Blessed are the meek! There are some misconceptions around this word. The meek are not the ignorant, or those blessed with not knowing what is happening. The meek are not the innocent, those who are sheltered from the shocks of life and are thus naïve. The meek are not the docile or passive, perhaps too scared to act for good in the world. Ignorance, innocence, and apathy are as far from meekness as from true humanity.
With that said, there is a type of resignation within the term. Meekness, as Jesus speaks of it, is a calm acquiescence to God’s will for us, even if it is unpleasing to our nature. The meek are able to say, “Not my will, but yours be done.” Meekness does not imply being without zeal for God, but this zeal is always tempered with love, which is always patient, kind, and gentle, never insisting on its own way, or trying to force others into it. Meekness and this kind of love go hand in hand.
Meekness not only restrains outward acts of harm, even when well intended, but inward dispositions as well. As Jesus said, “You have heard it said, ‘you shall not kill,’ but I say that whoever is angry with another without cause, is in danger of the same judgment.” (Matthew 5:21f, after the beatitudes). Here our Lord ranks under the heading of murder even that anger which goes no farther than the heart and is not manifested outwardly even by a harsh word.
In God’s eyes, any “unkindness in the heart” shall be in danger of judgment. And what is this judgment? In this passage, Jesus uses capital punishment as the illustration (Matt 5:21f). To God, the judgment upon us can be compared to going before the “council” and liable to its most severe sentence, “liable to the hell of fire.” This is a cultural reference that needs explaining. At the time, lower courts might sentence a condemned person to strangling or to be stoned, but the worst offenders who made it to the highest courts could be sentenced to be thrown into the continuously burning trash pit outside of the city known as GeHennon. We get the image of “hell” from this word. And for what? For just calling someone a name, like “Fool.” The word here (“Raca”) signifies being “empty, vain, or foolish.” This was common at the time, and mostly a non-offensive expression. The original hearers would have had a tough time making the connection between using this word and being burned alive.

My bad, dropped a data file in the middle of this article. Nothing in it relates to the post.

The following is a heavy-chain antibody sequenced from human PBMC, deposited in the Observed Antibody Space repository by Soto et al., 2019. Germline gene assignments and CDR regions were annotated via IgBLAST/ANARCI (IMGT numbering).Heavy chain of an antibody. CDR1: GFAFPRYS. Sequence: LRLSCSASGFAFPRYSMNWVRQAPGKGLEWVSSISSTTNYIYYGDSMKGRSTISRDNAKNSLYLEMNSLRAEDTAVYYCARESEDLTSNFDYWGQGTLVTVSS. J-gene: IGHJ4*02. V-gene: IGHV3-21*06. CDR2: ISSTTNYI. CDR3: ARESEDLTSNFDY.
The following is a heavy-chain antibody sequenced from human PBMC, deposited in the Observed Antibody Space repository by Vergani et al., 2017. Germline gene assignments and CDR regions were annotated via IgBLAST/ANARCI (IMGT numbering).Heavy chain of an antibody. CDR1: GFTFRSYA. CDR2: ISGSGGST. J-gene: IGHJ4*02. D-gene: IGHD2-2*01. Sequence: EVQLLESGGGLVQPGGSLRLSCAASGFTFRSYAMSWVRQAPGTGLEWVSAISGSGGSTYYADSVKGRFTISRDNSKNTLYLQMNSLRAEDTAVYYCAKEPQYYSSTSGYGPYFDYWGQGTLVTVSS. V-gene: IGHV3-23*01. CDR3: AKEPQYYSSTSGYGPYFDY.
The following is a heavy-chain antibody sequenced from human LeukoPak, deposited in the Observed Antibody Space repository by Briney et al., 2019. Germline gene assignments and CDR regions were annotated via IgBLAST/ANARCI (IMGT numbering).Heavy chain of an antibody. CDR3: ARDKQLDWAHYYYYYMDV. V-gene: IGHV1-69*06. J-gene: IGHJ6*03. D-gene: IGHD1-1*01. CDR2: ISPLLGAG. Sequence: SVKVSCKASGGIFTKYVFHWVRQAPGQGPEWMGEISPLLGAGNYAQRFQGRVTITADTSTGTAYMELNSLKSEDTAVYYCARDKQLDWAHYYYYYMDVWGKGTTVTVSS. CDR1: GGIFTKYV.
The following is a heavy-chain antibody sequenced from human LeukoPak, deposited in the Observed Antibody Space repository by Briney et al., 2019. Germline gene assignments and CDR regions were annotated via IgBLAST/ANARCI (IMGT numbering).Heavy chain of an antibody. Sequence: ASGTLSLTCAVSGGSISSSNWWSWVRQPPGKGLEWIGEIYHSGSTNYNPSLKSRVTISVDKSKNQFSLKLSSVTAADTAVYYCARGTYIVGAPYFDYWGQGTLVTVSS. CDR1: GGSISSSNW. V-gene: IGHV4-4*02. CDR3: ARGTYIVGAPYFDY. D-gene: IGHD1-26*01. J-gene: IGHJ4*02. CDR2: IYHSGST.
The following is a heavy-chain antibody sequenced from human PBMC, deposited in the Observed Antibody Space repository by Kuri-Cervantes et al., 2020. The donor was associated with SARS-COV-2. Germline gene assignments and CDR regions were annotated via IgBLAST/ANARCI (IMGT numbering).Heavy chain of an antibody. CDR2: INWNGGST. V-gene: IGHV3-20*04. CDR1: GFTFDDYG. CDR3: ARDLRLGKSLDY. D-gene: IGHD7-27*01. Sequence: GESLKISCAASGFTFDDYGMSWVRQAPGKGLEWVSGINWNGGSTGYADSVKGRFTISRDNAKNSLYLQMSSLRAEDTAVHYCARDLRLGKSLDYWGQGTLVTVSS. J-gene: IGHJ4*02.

So, what is going on? Jesus is using this extreme and hyperbolic example to make a point. God looks upon the heart. All harmful thoughts in the heart are offensive to God and harmful to all spiritual reality. Such thoughts are no different from the sins of those who act outwardly in the most harmful ways. (Wesley used the word “obnoxious” to describe this, a word that literally means, “to cause harm,” but has come to mean for us little more than someone who is annoying or unpleasant). This makes all of us liable to the most severe judgment of God, and thus to the grace that can forgive and transform. Those who get this are then able to live into the blessings of being meek, and inherit all the blessings of God’s creation. Blessed joy from God comes to those who are humble, submissive, gentle, and patient, or in a word, “meek.” These are the virtues that open up the ways of eternity to us, even now, and even as the world calls such ways “foolish.”
The next beatitude is this: “Blessed are those who hunger and thirst for righteousness.” Hunger and thirst are the strongest of all appetites. If these cravings are not fulfilled, nothing can take their place in our minds, and nothing can satisfy them but food and drink. Without them we die.